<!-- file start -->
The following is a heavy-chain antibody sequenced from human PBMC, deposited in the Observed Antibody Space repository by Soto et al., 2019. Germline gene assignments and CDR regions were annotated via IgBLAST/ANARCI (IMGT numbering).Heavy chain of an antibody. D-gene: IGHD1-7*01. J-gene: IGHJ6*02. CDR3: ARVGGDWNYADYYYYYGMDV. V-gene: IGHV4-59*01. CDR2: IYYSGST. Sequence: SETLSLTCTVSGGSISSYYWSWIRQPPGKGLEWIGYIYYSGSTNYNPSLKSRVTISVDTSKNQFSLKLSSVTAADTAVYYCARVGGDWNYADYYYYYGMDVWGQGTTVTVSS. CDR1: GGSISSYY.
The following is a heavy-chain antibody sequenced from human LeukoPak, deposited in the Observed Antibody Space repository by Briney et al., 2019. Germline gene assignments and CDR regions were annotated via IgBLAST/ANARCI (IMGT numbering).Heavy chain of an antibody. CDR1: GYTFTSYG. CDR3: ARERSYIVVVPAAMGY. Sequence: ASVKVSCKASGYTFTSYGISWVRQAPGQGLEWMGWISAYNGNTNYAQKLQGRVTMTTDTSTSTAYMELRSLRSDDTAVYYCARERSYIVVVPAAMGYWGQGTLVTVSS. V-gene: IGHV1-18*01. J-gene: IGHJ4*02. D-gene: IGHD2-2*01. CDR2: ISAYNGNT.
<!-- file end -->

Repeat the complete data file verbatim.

The following is a heavy-chain antibody sequenced from human PBMC, deposited in the Observed Antibody Space repository by Soto et al., 2019. Germline gene assignments and CDR regions were annotated via IgBLAST/ANARCI (IMGT numbering).Heavy chain of an antibody. D-gene: IGHD1-7*01. J-gene: IGHJ6*02. CDR3: ARVGGDWNYADYYYYYGMDV. V-gene: IGHV4-59*01. CDR2: IYYSGST. Sequence: SETLSLTCTVSGGSISSYYWSWIRQPPGKGLEWIGYIYYSGSTNYNPSLKSRVTISVDTSKNQFSLKLSSVTAADTAVYYCARVGGDWNYADYYYYYGMDVWGQGTTVTVSS. CDR1: GGSISSYY.
The following is a heavy-chain antibody sequenced from human LeukoPak, deposited in the Observed Antibody Space repository by Briney et al., 2019. Germline gene assignments and CDR regions were annotated via IgBLAST/ANARCI (IMGT numbering).Heavy chain of an antibody. CDR1: GYTFTSYG. CDR3: ARERSYIVVVPAAMGY. Sequence: ASVKVSCKASGYTFTSYGISWVRQAPGQGLEWMGWISAYNGNTNYAQKLQGRVTMTTDTSTSTAYMELRSLRSDDTAVYYCARERSYIVVVPAAMGYWGQGTLVTVSS. V-gene: IGHV1-18*01. J-gene: IGHJ4*02. D-gene: IGHD2-2*01. CDR2: ISAYNGNT.